This is because of the second thing Cleo from 5 to 7 knows: people who are approaching death can still smile and laugh, and can remain just as selfish. During many of her interactions with others, Cléo worries how others are perceiving her. She wants to appear normal, but she also wants people to think very highly of her. When criticized, she lashes out. When complimented, she soaks it up like a sponge. It doesn’t matter if time is limited; one is perfectly capable of maintaining appearances, and holding onto insecurities. It’s why every time Cléo brings up her illness, the people in her life are shocked, or quick to dismiss it as nothing worth worrying about. After all, if things were so serious, wouldn’t they be able to tell?

Gnawed away by despair

My body decays
On a crystal bier
Without you
Without you

Well, one way to tell is by taking time to stop and engage in conversation. During the later scenes of Cleo from 5 to 7, Cléo encounters a stranger who himself is awaiting a major life shift. Antoine is a veteran of the ongoing war, and will be returning to it that evening. In Cléo, he finds a kindred spirit, and together, they talk. Not just about their fears, but about other things. They listen to each other, and they spend moments in silence together. It is these kinds of interactions that, whether or not they ultimately save a life, are absolutely critical. We must be aware that the lives of others are precious, and delicate, and that people may not be so put together as they might seem.

And if you wait too long

They’ll have laid me to rest
Ashen pale and alone
Without you
Without you

Which brings me to a final aspect of Cleo from 5 to 7‘s grasp on the idea of imminent demise: Someone else acknowledging your fear can be what saves you. At the halfway mark of the film, Cléo is forced to confront the idea of her own death in what is possibly the greatest, most dramatic musical moment to ever be captured on celluloid. It completely overwhelms her. And then, at the end of the film, it is revealed in an almost nonchalant way whether or not Cléo does indeed have cancer. The delivery is so casual, one expects Cléo to react harshly, as all of her pained anticipation of this moment had been seemingly dismissed. However, her response indicates otherwise.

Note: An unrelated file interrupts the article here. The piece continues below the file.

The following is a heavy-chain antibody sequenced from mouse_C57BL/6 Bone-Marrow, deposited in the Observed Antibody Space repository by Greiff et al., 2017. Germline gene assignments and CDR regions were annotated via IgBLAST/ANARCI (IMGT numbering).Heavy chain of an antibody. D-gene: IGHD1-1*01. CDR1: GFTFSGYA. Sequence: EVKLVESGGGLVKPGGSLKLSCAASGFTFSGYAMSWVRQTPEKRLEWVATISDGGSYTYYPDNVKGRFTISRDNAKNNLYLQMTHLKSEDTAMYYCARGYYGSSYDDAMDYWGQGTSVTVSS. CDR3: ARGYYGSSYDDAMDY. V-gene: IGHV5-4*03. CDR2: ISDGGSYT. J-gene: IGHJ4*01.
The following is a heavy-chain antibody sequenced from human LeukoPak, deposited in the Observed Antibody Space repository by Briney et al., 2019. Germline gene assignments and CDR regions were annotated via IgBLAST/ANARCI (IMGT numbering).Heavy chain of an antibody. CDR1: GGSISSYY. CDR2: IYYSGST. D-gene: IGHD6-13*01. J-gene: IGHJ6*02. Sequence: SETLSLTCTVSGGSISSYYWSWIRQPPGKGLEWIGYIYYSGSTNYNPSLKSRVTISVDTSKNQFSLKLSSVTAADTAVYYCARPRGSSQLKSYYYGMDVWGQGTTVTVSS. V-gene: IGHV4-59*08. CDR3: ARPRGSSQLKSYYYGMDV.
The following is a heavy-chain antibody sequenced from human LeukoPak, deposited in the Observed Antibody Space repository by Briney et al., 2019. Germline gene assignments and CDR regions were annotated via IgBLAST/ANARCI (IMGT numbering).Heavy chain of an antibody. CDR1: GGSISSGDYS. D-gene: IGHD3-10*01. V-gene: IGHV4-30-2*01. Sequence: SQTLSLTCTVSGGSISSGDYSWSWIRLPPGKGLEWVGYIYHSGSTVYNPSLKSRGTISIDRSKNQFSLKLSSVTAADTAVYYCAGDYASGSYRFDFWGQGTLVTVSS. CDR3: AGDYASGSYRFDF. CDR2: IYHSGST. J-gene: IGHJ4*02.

Just because someone expects death does not mean they are ready. It does not mean that they even want it to occur; it simply is an inescapable reality. However, when another confronts you, and so straightforwardly scrutinizes your agony, it takes you out of yourself. It takes all your selfish concerns away. It compels you to focus on living.

A Cry of Love

I apologize if this article is cryptic or doesn’t make sense. When given the task of writing about this film, I simply could not move past the idea that watching this film helps me to reflect on my own confrontation with death, and how I overcame it. To speak in any other manner or on any other aspect of Cleo from 5 to 7 as if it were the driving force of the film’s resonance would ring false.

Cleo from 5 to 7, as far as I’m concerned, is the best film ever made. Many would agree with me in that statement. Its performances are simultaneously expressionistic and vérité, its direction precise and freeing. No film is shot or edited quite like it, and certainly no film has better music direction. It evokes pure feeling and complex emotion honestly, and it shows zero fear of underselling or overselling itself while doing so. However, if I had to give one sole reason why Cleo from 5 to 7 earns that ever-disputed title of ‘Best of All Time’: It truly understands and conveys that life is worth living.

I give Cleo from 5 to 7 ten flowers from a passing truck out of ten winter hats worn in summer. Watch it now on The Criterion Channel and/or Kanopy. Please.

If you or someone you know is struggling with suicidal ideation, there are resources available for you, starting with the AFSP. Also, since I myself had some negative experiences with the national hotline, I strongly recommend checking first if there is a local hotline.

Next Week

In 1965, Varda dove once again into color filmmaking, this time with a provocative romance exploring the nature of family, affairs, and maybe also polyamory? We’ll explore all Le Bonheur has to later this week (apologies for this one being late), in what will hopefully be a more traditional review. See you then.


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2 comments

Viewing Varda Part Four: 'Le Bonheur' | MovieBabble October 24, 2020 - 10:45 am

[…] the gigantic success that was Cleo from 5 to 7, Agnès Varda was a star, and not just in France. So what did she do next? Why, she pushed the […]

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Nick Kush October 20, 2020 - 1:44 pm